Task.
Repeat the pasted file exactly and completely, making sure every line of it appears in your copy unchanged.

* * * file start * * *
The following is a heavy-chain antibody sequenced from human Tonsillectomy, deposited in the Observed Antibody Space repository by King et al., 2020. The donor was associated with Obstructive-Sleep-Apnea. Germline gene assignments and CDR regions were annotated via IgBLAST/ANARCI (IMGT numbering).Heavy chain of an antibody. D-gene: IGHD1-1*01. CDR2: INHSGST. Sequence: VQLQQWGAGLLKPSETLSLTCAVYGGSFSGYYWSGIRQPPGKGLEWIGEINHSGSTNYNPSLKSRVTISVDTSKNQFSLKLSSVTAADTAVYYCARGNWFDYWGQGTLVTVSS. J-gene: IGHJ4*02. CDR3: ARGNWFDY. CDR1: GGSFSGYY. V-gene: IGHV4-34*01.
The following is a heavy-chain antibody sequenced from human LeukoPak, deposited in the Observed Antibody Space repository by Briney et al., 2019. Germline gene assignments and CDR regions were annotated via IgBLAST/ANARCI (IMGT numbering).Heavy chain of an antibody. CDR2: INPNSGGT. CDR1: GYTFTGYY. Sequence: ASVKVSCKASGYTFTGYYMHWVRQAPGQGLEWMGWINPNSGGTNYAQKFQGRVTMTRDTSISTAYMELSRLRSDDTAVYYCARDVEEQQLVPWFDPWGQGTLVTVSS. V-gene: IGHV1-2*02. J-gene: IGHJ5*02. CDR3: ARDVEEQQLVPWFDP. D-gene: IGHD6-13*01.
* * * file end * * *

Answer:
The following is a heavy-chain antibody sequenced from human Tonsillectomy, deposited in the Observed Antibody Space repository by King et al., 2020. The donor was associated with Obstructive-Sleep-Apnea. Germline gene assignments and CDR regions were annotated via IgBLAST/ANARCI (IMGT numbering).Heavy chain of an antibody. D-gene: IGHD1-1*01. CDR2: INHSGST. Sequence: VQLQQWGAGLLKPSETLSLTCAVYGGSFSGYYWSGIRQPPGKGLEWIGEINHSGSTNYNPSLKSRVTISVDTSKNQFSLKLSSVTAADTAVYYCARGNWFDYWGQGTLVTVSS. J-gene: IGHJ4*02. CDR3: ARGNWFDY. CDR1: GGSFSGYY. V-gene: IGHV4-34*01.
The following is a heavy-chain antibody sequenced from human LeukoPak, deposited in the Observed Antibody Space repository by Briney et al., 2019. Germline gene assignments and CDR regions were annotated via IgBLAST/ANARCI (IMGT numbering).Heavy chain of an antibody. CDR2: INPNSGGT. CDR1: GYTFTGYY. Sequence: ASVKVSCKASGYTFTGYYMHWVRQAPGQGLEWMGWINPNSGGTNYAQKFQGRVTMTRDTSISTAYMELSRLRSDDTAVYYCARDVEEQQLVPWFDPWGQGTLVTVSS. V-gene: IGHV1-2*02. J-gene: IGHJ5*02. CDR3: ARDVEEQQLVPWFDP. D-gene: IGHD6-13*01.